2017 Graduate Aboriginal Entrance Scholarship winners: Spencer Greening and Derrick O'Keefe
Each year, SFU selects two Aboriginal graduate students to receive Graduate Aboriginal Entrance Scholarships. The scholarship for master’s degree studies is worth up to $30,000 over two years, while the scholarship for PhD studies is worth up to $54,000 over three years.
The scholarships were established in 2013 by the Office of the Vice-President, Academic to encourage Aboriginal students to consider graduate studies and, ultimately, a career in post-secondary education.
Candidates must have Aboriginal ancestry, a minimum grade point average of 3.5 out of a possible 4.33, and have demonstrated outstanding achievement,
By Megan Balog
A committed social activist and proponent of independent media, Derrick O’Keefe is pursuing a master’s degree in communication focused on public interest journalism and the role this type of media plays in covering climate change and ecological crisis.
O’Keefe, a member of the the B.C. Métis Nation with Red River ancestry, already has an extensive background in advocacy journalism. He has written prolifically on a broad variety of topics surrounding social, environmental and political justice, ranging from community to international issues.
His first effort at founding new independent media was Seven Oaks Magazine, an online journal named after the site of one of the most historic battles in Métis history.
In 2014, he co-founded the online independent media platform, Ricochet Media. Created in response to insufficient coverage of the 2012 student strikes in Quebec, this bilingual outlet strives to provide critical coverage of contemporary events in the Canadian political landscape.
A noted anti-war activist, O’Keefe chaired the StopWar Coalition, a broad-based organization in Metro Vancouver that advocates for peace. As well, he published a number of pieces on Canada’s role in international conflicts. Among his many publications, O’Keefe co-authored Afghan political activist and parliamentarian Malalai Joya’s memoir, A Woman Among Warlords: The Extraordinary Story of an Afghan Who Dared to Raise Her Voice (2009).
For his master’s project O’Keefe is researching the merits of various crowdfunding strategies as best practice for funding independent media. He is also investigating the ways in which independent media can move people to act regarding the global climate emergency.
“As a ‘mature’ student, with two kids and a full roster of activist commitments, this award will help me take time for my research and scholarship,” O’Keefe says. “Having practised independent media for more than 15 years, I’m relishing the chance to study and reflect.”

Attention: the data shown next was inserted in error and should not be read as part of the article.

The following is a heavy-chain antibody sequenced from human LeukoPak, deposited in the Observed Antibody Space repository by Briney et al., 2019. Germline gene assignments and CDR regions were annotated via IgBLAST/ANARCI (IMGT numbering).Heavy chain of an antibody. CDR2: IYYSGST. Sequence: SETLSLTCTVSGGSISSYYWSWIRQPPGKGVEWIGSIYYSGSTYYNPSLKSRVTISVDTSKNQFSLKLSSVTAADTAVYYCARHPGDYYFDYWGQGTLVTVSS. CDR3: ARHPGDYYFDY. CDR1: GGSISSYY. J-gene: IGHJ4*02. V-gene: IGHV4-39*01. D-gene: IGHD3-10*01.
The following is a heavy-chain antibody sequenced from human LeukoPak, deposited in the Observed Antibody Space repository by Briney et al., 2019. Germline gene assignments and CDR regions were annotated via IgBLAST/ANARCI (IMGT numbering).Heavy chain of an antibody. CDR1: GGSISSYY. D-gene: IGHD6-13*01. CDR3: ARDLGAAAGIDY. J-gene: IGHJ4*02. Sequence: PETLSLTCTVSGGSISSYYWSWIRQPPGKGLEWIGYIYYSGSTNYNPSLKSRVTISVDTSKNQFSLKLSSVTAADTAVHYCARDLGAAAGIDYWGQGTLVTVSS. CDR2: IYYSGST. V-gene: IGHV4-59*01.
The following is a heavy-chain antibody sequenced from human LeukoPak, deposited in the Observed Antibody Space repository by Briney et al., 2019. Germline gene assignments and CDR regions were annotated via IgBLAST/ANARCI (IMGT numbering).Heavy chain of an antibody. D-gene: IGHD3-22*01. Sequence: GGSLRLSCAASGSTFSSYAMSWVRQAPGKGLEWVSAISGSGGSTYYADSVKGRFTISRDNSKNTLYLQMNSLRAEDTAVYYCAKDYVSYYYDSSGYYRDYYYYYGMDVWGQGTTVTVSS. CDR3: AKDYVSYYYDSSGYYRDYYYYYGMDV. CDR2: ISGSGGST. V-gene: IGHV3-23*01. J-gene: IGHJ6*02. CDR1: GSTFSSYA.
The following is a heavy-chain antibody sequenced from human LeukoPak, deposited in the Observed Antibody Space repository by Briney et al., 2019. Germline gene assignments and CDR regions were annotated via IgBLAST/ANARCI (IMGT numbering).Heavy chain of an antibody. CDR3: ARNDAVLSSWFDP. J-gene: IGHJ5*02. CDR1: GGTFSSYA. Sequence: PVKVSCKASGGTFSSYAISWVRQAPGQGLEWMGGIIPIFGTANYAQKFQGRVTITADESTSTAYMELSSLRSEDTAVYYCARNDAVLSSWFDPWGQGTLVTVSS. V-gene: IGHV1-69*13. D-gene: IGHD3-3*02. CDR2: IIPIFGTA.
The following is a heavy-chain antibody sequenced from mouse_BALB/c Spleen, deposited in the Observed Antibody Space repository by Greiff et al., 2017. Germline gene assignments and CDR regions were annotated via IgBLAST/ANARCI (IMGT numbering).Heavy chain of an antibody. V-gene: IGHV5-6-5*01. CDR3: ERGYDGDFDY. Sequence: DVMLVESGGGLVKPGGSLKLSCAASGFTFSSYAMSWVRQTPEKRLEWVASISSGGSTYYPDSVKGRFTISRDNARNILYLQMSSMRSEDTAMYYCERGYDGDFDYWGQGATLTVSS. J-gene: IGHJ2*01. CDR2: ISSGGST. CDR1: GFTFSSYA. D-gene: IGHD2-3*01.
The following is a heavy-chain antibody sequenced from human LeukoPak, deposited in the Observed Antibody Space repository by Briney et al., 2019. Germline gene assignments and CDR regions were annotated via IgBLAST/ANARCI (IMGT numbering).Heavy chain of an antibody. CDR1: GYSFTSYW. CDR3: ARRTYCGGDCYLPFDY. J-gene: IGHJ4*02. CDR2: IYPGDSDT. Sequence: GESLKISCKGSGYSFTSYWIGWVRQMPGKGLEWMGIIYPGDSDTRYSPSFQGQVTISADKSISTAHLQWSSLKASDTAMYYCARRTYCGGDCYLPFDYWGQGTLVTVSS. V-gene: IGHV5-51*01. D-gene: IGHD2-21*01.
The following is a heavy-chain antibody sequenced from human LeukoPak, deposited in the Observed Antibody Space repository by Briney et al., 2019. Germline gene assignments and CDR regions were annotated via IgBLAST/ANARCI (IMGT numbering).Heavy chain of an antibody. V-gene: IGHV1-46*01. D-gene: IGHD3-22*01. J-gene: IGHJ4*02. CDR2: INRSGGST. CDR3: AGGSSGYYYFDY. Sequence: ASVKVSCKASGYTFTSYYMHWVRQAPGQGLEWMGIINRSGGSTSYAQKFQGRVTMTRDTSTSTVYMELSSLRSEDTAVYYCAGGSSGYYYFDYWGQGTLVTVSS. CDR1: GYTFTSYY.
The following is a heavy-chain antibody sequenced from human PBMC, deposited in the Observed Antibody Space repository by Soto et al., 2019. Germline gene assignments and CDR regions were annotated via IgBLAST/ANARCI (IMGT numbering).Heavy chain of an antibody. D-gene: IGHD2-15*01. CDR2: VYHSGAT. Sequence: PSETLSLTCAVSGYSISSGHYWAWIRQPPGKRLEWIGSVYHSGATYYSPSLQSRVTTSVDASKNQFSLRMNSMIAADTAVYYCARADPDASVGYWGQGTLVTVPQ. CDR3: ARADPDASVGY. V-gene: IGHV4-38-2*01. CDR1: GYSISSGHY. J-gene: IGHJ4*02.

O’Keefe holds bachelor’s degrees in geography and in education, both from the University of British Columbia.
By Megan Balog
Spencer Greening is passionate about his Aboriginal heritage, and wants to preserve, protect and promote his heritage at home and beyond.
A member of the Gitga’at First Nation, a Tsimshian tribe on B.C.’s Northwest Coast, he has worked with his community both personally and professionally for years. He was the band’s youngest elected councilor, and also served as a research coordinator and an environmental assessment coordinator.
Now a PhD student in archaeology, he is researching the Gitga’at language (Sm'algyax), local ecological history, and ways of managing the environment based on Gitga’at stories and ethnography. He says his doctoral work will help to protect one of the community’s sacred watersheds, Laxgalts’ap (Old Town). It will also strengthen the community’s land rights and promote cultural stewardship within the territory.
Greening says his doctoral project also represents important decolonizing work in the face of industry interests and a colonial government structure. As he strives to strengthen his community’s land rights, he hopes to create a research framework that other nations can use in their own decolonizing work.
During his master’s studies at the University of Northern British Columbia, Greening helped his community navigate a judicial review on Indigenous consultation rights, and developed strong abilities in the Sm’algyax language by working with Tsimshian Elders. He continues to work toward acquiring language fluency.
Greening’s doctoral supervisor, SFU archaeology professor Dana Lepofsky, says: “Spencer is poised to make a real difference in his community and in other Indigenous communities. He is just the kind of person we want to welcome and support in our SFU community.”
Says Greening, “The end vision for this project is for my community to have something to be proud of. Without them and the teachings they have passed down to me, I would not be in this privileged position. I hope my work benefits future generations, and will bring awareness both within the community and outside of the community to recognize the importance of these types of places.”